Investigating the Science Behind Baking the Perfect Chocolate Chip Cookies

Categories: Cooking Tips & Recipes

perfect chocolate chip cookies

There’s more involved in baking cookies than you might initially suspect.

Have you ever baked chocolate chip cookies and noticed that some batches turned out differently from others? Or perhaps you went to a bake off recently and found that your neighbor’s cookies were completely unlike yours in texture and taste. The truth is that cookie baking is more than just cracking some eggs and whisking together a few ingredients. Rather, it’s a science involving numerous intricate chemical reactions, each of which plays a significant role in determining your cookies’ texture and shape.

Here are few ways you can veer from the recipe card to achieve a different look and taste for your chocolate chip cookies:

Crispy on the outside with a soft interior – Use ¼ teaspoon baking powder and ¼ teaspoon baking soda.

Warm and chewy – Substitute bread flour with all-purpose flour.

Ooey-gooey – Add another 2 cups of flour.

Nutty with a nice tan – Caramelization occurs when temperatures reach above 356 degrees. Set the oven higher than 350 to give your cookies those sweet brown spots.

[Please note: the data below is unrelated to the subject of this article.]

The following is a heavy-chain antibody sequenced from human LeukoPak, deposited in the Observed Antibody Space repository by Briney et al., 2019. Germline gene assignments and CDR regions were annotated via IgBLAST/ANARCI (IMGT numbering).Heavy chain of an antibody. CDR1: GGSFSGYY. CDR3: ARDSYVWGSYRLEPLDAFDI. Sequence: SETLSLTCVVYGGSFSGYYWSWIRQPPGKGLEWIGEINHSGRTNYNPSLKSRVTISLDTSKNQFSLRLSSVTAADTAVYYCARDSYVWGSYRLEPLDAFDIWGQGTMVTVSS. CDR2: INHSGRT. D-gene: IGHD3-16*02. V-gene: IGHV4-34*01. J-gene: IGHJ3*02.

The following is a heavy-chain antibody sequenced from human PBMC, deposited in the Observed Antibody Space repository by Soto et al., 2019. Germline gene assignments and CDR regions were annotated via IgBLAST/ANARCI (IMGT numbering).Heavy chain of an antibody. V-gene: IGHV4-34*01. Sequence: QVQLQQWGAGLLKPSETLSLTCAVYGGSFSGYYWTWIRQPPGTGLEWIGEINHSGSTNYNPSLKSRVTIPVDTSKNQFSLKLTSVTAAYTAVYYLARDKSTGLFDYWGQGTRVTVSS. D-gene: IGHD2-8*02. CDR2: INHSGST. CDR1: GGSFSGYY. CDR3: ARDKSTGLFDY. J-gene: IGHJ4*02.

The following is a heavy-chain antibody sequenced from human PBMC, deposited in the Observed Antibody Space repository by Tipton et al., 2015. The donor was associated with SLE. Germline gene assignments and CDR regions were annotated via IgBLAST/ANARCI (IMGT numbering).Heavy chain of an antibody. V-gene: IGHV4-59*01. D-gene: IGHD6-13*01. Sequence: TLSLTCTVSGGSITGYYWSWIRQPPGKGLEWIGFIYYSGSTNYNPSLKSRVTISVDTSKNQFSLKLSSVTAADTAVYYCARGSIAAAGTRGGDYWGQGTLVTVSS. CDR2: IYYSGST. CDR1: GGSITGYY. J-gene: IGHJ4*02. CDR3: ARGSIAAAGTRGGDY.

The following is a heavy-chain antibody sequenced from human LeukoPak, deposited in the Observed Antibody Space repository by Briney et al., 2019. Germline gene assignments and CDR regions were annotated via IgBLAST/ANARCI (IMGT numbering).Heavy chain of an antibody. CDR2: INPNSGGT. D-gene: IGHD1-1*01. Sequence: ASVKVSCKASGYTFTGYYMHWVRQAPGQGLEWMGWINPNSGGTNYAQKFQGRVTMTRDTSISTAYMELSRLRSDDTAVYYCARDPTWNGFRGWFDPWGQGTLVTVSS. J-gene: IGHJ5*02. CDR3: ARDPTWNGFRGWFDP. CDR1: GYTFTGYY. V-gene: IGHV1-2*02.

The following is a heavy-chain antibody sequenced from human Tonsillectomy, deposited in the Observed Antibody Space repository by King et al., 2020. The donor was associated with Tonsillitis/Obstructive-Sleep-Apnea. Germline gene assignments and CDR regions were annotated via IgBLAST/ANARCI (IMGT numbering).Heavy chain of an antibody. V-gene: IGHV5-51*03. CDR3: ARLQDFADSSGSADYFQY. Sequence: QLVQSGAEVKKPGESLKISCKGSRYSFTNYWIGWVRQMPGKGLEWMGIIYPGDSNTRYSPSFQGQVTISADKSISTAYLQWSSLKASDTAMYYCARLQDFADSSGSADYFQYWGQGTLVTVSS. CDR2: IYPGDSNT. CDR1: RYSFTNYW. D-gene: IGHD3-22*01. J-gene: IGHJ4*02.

Less crispy and thick – Before baking, freeze the batter for 30 to 60 minutes, that way the butter solidifies and won’t spread as much during the baking process.

Butterscotch flavor – Instead of using the same amount of combined granulated and light brown sugar, use ¾ cup of packed light brown sugar.

Like store-bought – Swap out butter for shortening. This will give your cookies a firmer texture but may reduce the flavor. Go half butter and half shortening for a more even consistency.

Uniformity – If you just want to make the best looking cookies on the counter, add one ounce corn syrup and one ounce granulated sugar.

Bring out the flavor – If you’re patient enough to wait, chilling your dough for at least 24 hours before baking will make flavors more pronounced.

Baking on a dark nonstick pan instead of a typical metallic baking sheet will significantly increase browning on the bottom of the cookies. Extra egg yolk will make your cookies fudgier with a little more softness and spread. Melted butter will achieve denser cookies, while creamed butter will make for cakier dough. As you can see, there is a ton that goes into the cookie baking process. The best part? There’s no right answer! You’re free to experiment with making your cookies just the way you like. For a more detailed look at the science behind baking cookies, check out this cool TED-Ed animation.

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